Sometimes kooky anti-science positions are academic; you have to fight against them because there is a slippery slope and social authoritarians will ban ten things if you let them ban one - because banning one is acceptance that they are 'right'.

Banning Big Gulps, for example, is ultimately pointless.  You might as well ban spoons and think that will cure the obesity problem.  I have never bought a Big Gulp in my life but I still object to banning them because Big Gulps do not cause obesity. If the product has done no harm, it is unfair to penalize it. I mean, Jenny McCarthy thinks she cured her child's autism - by taking him off gluten - articles and speeches by her should be banned, yet an anti-science crank has freedom of speech and a company making a product people want to buy is getting banned despite doing nothing wrong.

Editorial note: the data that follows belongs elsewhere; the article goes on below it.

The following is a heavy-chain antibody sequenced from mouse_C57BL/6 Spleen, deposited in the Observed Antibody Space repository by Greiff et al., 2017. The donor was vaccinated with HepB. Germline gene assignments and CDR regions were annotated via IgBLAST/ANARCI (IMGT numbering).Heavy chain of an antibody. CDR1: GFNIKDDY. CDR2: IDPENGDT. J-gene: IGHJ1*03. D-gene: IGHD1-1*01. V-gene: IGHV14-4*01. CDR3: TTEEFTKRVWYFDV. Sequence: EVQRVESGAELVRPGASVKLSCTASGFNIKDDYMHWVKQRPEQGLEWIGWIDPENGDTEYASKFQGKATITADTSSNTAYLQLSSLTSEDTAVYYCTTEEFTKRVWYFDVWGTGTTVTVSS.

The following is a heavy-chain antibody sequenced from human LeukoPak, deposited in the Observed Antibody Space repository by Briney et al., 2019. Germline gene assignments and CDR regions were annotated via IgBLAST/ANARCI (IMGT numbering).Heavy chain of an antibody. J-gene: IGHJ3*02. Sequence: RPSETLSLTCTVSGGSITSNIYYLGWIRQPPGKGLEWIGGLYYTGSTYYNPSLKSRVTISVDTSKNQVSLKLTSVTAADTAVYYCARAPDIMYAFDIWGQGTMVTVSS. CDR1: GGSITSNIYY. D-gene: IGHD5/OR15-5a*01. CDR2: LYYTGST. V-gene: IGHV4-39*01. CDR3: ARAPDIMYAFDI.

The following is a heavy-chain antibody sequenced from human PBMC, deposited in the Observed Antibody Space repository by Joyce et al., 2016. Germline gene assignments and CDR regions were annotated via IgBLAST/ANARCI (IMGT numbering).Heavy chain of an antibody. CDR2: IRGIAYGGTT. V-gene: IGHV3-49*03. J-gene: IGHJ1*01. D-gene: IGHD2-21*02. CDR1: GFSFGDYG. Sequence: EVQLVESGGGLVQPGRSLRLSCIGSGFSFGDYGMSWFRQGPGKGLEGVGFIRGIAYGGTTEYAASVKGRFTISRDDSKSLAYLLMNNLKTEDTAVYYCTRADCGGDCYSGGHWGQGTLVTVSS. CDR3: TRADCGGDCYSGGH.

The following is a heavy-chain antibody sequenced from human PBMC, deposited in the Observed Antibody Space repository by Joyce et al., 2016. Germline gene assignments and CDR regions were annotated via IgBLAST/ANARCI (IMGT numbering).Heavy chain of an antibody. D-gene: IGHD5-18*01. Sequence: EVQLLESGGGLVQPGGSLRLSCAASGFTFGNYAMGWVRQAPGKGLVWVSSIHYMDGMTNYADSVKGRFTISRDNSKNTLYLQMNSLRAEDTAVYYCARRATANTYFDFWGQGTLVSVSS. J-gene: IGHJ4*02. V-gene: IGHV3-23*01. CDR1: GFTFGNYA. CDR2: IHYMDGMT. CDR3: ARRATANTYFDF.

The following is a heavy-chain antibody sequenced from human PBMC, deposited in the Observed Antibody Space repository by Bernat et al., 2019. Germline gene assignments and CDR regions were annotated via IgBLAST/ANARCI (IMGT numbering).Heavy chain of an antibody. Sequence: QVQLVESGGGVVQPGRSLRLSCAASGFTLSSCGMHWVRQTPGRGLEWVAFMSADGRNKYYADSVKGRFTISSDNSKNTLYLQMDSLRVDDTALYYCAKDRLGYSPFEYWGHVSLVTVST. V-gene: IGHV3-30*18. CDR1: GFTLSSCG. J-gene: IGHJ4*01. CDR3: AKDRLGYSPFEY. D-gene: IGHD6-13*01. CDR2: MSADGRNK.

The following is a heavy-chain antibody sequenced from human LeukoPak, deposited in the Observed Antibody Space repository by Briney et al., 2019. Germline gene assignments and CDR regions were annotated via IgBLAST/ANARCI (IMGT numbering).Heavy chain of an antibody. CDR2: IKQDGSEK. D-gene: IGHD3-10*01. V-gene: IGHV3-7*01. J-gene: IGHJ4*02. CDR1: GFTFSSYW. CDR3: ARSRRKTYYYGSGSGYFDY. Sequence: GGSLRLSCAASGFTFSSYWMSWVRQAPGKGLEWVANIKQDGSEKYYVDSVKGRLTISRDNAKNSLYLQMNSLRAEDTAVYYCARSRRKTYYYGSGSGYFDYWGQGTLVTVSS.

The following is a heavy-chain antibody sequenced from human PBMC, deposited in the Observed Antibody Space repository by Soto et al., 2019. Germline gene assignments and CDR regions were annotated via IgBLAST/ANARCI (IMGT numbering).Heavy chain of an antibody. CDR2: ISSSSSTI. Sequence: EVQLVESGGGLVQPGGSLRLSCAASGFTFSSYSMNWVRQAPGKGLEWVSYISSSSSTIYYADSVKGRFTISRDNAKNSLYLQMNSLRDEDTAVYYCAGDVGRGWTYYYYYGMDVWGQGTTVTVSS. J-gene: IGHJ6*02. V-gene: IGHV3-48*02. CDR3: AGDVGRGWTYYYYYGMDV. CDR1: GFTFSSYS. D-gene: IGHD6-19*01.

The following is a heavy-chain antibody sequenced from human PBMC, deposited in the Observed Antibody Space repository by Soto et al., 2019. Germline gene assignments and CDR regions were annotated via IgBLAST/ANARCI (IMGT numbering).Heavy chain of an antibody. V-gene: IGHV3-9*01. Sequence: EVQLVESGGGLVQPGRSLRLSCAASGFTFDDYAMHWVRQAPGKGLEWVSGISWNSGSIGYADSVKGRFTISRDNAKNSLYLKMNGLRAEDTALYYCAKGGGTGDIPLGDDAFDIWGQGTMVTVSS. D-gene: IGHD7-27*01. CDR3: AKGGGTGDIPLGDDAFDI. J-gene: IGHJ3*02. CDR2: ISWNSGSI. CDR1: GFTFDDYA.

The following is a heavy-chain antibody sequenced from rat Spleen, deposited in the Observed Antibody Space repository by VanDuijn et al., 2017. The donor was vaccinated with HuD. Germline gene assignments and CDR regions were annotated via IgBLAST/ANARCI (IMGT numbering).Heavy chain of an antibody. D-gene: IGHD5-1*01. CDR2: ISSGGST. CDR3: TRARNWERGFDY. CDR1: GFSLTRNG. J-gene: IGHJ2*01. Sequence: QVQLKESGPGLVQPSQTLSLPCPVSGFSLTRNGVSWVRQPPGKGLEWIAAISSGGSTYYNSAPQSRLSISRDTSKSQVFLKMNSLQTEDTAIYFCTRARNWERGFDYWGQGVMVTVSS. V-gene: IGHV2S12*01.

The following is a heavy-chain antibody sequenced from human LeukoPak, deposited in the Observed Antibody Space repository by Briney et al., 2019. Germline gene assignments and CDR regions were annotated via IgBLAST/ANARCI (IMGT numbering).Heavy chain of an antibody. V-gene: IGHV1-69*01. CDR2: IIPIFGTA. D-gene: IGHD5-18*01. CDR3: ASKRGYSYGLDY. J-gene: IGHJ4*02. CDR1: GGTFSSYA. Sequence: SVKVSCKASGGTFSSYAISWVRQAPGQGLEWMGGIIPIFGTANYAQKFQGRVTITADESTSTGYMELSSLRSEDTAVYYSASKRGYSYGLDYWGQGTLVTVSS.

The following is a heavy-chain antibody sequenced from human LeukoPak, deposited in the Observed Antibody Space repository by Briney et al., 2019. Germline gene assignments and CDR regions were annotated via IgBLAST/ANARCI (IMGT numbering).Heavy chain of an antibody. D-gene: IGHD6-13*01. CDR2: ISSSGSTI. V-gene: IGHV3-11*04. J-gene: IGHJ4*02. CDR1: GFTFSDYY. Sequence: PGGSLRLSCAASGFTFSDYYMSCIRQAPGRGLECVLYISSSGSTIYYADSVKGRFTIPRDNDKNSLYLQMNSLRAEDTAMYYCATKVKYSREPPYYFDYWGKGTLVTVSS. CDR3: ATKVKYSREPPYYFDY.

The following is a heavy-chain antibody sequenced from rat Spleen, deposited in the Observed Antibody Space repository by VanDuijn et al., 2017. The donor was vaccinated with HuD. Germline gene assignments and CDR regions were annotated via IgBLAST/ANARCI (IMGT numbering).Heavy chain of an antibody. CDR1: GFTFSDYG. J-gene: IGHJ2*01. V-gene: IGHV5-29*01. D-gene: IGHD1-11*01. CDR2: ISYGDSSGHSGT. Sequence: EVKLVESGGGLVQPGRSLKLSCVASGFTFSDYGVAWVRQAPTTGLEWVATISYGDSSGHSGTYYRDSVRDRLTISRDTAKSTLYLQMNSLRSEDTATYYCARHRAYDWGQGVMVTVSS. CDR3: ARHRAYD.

BPA is another 'I got no dog in that fight but I have to resist banning it because anti-science goofballs will go after something else next' rationale.  Yes, I can find a scientist or two that says HIV and AIDS are not related, I can find a few that claim who the LHC is going to create a black hole and suck us into it.  You can find some people who will trot out a 'study' claiming BPA is harmful and these are the same people who trotted out studies showing a correlation between vaccines and autism.  

How to put 'no harm' from BPA in context? 40,000 kids are hurt by batteries each year, notes Alex Berezow at Real Clear Science.  Heck, car accidents killed 1,300 kids last year and electric cars are both cars and have batteries.

Yet the same people out to ban BPA think it is a good idea to subsidize electric cars.

Not if science, or even statistics, is part of the debate on whether or not we care about kids.